'Olympics, my mission'


MAN ON A MISSION: Roger Federer is savouring the prospect of claiming an Olympic gold at Wimbledon during the 2012 Games.

With six Wimbledon trophies already packed on to his mantelpiece, Roger Federer would like nothing more than to win a singles gold medal on the hallowed turf when it hosts the Olympic tennis event in 2012.

The 16-time Grand Slam champion has stockpiled many records in his decade-long career but there is one more chapter he would dearly love to add to his memoirs — winning an Olympic singles title.

In this interview, Federer talks about how much winning the gold will mean to him and how Wimbledon will finally put tennis at the forefront of the Olympics. Excerpts:

The one glaring omission in your resume is the Olympic singles gold. How much of a priority is it to win it in 2012, especially since it's being held at Wimbledon?

The beauty of it being at Wimbledon is huge for the world of tennis. At the Olympics, the focus is on swimming and athletics and tennis has been forgotten a little bit. At the last couple of Olympics, we've seen the best players are always playing. Rafael (Nadal) winning the singles in Beijing, me winning the doubles over there, that was great news for tennis in an Olympic spirit. I've now carried the flag twice, in Beijing and Athens, and it's always been a dream to play for my country and to win an Olympic gold. I already have one but still, the special part of having it at Wimbledon will be amazing.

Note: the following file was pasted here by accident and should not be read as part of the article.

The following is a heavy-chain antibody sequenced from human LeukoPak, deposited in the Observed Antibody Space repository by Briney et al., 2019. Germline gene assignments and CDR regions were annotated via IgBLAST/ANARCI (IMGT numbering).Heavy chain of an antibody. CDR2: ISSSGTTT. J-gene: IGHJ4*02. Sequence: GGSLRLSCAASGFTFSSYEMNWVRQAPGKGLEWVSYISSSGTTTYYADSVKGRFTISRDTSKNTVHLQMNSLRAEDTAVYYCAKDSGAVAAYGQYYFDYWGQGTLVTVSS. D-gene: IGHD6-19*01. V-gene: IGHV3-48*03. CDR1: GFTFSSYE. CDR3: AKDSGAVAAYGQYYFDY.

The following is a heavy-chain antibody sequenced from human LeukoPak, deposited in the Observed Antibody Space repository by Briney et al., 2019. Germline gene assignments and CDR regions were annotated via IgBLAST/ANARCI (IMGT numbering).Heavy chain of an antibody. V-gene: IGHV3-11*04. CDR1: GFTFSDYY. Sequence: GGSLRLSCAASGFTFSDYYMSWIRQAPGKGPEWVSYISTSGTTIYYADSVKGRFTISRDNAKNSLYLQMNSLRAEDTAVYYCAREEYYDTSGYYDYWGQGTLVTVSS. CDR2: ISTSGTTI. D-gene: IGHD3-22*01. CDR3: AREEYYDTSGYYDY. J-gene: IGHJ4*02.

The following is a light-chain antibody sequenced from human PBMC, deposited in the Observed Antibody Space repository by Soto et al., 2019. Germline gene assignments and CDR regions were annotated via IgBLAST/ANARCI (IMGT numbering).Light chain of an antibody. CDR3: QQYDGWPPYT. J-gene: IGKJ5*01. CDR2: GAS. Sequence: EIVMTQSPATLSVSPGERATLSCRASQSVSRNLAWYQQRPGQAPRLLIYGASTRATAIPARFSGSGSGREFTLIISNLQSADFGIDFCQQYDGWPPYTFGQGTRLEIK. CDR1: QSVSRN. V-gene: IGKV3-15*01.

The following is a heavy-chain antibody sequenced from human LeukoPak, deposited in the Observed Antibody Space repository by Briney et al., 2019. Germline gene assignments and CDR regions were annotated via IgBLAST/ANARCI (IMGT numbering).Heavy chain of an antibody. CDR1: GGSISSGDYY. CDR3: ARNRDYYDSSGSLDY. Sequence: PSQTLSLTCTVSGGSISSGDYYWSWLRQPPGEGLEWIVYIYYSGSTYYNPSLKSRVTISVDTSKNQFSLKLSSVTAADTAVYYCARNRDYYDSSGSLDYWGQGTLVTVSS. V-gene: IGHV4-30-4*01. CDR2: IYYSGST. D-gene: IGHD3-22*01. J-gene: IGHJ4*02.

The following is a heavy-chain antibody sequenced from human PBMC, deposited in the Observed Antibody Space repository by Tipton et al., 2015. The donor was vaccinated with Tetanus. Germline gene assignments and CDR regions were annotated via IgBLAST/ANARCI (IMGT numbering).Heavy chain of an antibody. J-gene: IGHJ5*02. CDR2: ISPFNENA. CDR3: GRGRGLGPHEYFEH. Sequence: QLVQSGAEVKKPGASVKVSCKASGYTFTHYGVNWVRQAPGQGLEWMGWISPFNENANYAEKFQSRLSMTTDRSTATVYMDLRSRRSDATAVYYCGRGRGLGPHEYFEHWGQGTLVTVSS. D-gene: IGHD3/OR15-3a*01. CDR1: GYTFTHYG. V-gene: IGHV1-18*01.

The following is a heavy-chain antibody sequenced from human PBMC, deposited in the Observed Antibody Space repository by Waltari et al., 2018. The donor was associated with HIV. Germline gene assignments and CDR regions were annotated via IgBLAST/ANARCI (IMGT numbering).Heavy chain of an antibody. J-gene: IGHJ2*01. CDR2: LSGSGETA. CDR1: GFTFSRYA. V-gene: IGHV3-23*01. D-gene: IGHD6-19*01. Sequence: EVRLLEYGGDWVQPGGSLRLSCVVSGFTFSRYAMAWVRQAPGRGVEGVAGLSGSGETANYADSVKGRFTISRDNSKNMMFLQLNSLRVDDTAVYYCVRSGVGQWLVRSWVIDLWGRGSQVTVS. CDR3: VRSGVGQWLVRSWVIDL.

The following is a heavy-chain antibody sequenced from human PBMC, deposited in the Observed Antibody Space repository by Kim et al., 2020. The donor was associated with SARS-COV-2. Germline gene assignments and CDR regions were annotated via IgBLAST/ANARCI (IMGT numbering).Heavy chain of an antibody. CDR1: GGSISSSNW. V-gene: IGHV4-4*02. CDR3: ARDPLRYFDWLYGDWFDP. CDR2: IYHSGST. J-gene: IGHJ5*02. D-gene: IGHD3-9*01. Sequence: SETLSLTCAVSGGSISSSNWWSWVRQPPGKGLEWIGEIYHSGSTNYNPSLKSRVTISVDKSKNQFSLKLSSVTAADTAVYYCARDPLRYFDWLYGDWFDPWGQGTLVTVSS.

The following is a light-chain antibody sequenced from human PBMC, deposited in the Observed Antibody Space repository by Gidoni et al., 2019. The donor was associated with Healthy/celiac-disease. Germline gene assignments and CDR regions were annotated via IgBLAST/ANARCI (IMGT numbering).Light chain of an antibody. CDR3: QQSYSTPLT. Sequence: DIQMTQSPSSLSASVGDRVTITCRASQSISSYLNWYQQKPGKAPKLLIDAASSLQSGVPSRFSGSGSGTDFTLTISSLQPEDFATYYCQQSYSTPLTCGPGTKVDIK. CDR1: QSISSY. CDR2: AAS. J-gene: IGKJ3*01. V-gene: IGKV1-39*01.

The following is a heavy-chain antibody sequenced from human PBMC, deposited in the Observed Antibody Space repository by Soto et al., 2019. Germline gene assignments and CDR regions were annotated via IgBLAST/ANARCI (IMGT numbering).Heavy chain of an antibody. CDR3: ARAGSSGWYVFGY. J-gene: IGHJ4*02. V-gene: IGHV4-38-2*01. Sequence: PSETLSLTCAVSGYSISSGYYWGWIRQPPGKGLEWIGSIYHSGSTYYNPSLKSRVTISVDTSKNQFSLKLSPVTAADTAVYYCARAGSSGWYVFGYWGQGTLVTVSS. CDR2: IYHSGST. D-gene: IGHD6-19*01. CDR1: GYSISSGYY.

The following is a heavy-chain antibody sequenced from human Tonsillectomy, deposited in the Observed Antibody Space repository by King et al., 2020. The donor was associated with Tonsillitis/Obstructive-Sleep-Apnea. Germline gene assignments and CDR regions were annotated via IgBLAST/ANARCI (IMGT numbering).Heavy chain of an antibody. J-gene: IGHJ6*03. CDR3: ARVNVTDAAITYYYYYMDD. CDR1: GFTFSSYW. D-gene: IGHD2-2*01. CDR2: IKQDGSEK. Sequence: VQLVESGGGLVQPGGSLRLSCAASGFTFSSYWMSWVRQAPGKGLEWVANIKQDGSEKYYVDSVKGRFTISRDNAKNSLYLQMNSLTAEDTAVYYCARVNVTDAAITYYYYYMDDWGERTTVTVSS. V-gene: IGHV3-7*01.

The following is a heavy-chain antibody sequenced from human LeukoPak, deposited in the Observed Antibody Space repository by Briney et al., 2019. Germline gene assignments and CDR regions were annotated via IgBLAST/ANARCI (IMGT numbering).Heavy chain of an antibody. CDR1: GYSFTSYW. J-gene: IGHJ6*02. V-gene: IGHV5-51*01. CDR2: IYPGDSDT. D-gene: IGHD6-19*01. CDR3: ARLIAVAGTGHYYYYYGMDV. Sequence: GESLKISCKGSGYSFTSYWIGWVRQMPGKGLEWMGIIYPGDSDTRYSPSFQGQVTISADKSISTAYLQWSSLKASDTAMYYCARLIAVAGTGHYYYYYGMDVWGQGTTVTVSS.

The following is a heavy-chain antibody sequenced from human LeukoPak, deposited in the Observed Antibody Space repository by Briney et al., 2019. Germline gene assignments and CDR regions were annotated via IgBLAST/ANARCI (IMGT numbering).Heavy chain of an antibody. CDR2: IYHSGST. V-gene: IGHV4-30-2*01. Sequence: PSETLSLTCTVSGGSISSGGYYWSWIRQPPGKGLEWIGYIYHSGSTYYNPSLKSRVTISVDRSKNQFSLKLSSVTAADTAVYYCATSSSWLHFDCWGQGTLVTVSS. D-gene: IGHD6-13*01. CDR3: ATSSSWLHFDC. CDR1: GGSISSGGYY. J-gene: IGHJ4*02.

Do you think that will be your last chance to win the Olympic singles title?

I will be 35 in 2016. I haven't thought that far yet and I don't even know what surface they'll play it on, whether it's going to be clay or hard court. I hope in some ways, it's (2012) not my last just because I like to play for so long. For an Olympics, I definitely could get up for that, no problem.

For you personally, what is the main attraction of the London Games? The fact that it's at Wimbledon or that after playing three Olympics on hardcourts, this one will be on grass?

The grass is one part, it being at the Holy Grail of tennis is the second one. London, if you see how successful the World Tour Finals is, how successful Wimbledon is, how much tennis is liked in this country, all these things make this a very very special place to play tennis.

At the last two Olympics, you were favourite to win the singles gold. How much does it hurt that you were unable to fulfil this?

It's somewhat surprising. In 2000, I had no expectations and I played the semis and missed out on a potential gold. Then, I lost the bronze medal match too. I couldn't believe how close I was all of a sudden from a medal at the Olympics.

Athens was disappointing because in '04 I won three majors, I played great. I didn't really play a bad match. It was just really quick conditions, I played (Tomas) Berdych who also loves quick (conditions) and who I didn't know back then yet.

I was caught by surprise by a good, young player who had nothing to lose. It was a tough loss for me... more than maybe Beijing because there I felt my game was not 100 percent on. I ended up losing to James Blake, who I had never lost to before. It was a disappointment as well. But then I was so happy to have won the doubles there (in Beijing) because that came completely as a surprise and that was why the joy was so big.

Which is your most memorable Olympic memory — meeting your wife Mirka during the 2000 Games or winning the doubles gold in Beijing?